Killed Salvadorean archbishop Romero to be made a saint
Archbishop Óscar Romero, who was killed in 1980 while he was celebrating Mass in El Salvador, will be declared a saint, Pope Francis has announced.
Pope Paul VI, who oversaw many of the reforms the Catholic Church underwent in the 1960s, will also be made a saint, the Vatican said.
A statement said that Pope Francis signed decrees on Tuesday giving the green light for their canonisation.
Óscar Romero is revered in his native El Salvador for denouncing repression.
Champion of the poor
Archbishop Romero was beatified in May 2015 in a ceremony in El Salvador which drew huge crowds.
The archbishop spoke out against the repression many of his compatriots suffered at the start of El Salvador's civil war, which lasted from 1980 to 1992.
When the US-backed Salvadorean army was using death squads and torture to stop leftist revolutionaries from seizing power, he used what would become his last homily to speak out against it.
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"The law of God which says thou shalt not kill must come before any human order to kill. It is high time you recovered your conscience," he said, calling on the National Guard and police to stop the violence.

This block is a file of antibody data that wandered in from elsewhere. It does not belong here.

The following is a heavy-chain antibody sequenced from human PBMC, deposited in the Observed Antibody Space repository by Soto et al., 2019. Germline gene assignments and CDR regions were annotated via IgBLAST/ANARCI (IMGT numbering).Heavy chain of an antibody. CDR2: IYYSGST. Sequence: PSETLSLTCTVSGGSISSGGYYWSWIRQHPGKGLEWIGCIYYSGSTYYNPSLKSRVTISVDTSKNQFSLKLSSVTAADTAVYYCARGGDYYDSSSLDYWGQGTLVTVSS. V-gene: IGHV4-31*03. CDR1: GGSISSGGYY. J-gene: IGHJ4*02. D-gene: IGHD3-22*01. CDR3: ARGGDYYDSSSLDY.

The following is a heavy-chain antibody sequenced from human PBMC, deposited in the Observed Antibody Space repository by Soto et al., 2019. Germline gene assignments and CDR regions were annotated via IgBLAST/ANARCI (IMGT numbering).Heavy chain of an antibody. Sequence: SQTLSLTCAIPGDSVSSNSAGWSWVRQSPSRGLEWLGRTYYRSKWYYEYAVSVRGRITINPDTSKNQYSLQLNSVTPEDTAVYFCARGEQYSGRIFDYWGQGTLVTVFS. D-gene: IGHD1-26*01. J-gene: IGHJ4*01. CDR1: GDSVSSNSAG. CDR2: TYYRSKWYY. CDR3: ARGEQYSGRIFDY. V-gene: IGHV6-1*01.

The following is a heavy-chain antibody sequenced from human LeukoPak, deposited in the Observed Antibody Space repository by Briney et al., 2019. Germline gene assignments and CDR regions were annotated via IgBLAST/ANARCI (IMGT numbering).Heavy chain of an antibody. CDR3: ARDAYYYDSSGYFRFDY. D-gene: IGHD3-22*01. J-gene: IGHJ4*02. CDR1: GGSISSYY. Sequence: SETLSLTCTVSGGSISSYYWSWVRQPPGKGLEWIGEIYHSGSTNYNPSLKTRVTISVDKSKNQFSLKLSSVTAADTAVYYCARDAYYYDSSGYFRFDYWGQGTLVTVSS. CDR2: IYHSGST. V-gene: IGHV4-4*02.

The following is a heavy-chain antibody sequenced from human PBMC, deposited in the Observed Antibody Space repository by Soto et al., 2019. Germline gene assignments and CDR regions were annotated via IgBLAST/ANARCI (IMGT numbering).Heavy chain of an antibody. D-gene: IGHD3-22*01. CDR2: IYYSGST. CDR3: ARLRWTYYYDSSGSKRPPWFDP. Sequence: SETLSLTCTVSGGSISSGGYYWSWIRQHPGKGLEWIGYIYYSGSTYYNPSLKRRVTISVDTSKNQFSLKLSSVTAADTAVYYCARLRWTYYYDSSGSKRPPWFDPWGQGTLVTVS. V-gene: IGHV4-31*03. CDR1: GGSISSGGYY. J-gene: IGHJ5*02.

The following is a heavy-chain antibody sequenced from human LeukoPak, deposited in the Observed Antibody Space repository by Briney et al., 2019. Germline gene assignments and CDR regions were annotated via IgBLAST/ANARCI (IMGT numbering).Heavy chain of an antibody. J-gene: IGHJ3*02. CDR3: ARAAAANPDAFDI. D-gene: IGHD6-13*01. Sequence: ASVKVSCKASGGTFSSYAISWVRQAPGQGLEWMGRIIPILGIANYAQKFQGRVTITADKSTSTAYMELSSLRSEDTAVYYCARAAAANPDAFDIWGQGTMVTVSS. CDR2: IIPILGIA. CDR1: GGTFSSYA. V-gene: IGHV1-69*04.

"I implore you, I beg you, I order you in the name of God: Stop the repression."
One day later, on 24 March 1980, Archbishop Romero was shot dead by a sniper as he celebrated Mass in a hospital chapel.
No one has ever been prosecuted for his murder but it is widely believed a right-wing death squad was behind it.
He has been an inspiration to many in Latin America who saw him as a champion of the poor and the oppressed but is still considered by some conservative and right-wing critics as a subversive.
Making Mass accessible
Pope Paul VI, who was born Giovanni Battista Montini in the Lombardy region of Italy in 1897, was beatified in 2014.
Elected pope in 1963, he continued the reforms of his predecessor, John XXIII, until his death in 1978. The reforms, brought in by the Second Vatican Council or Vatican II, changed the relationship between the Catholic faithful and priests.
Mass, which had been celebrated in Latin, was translated into the language of the congregation and priests faced church goers instead of the altar.
During his 15-year pontificate, Pope Paul VI wrote seven encyclicals.
One of them, Humanae Vitae (Of Human Life), published in 1968, was highly controversial due to its opposition to birth control and led to protests around the Catholic world.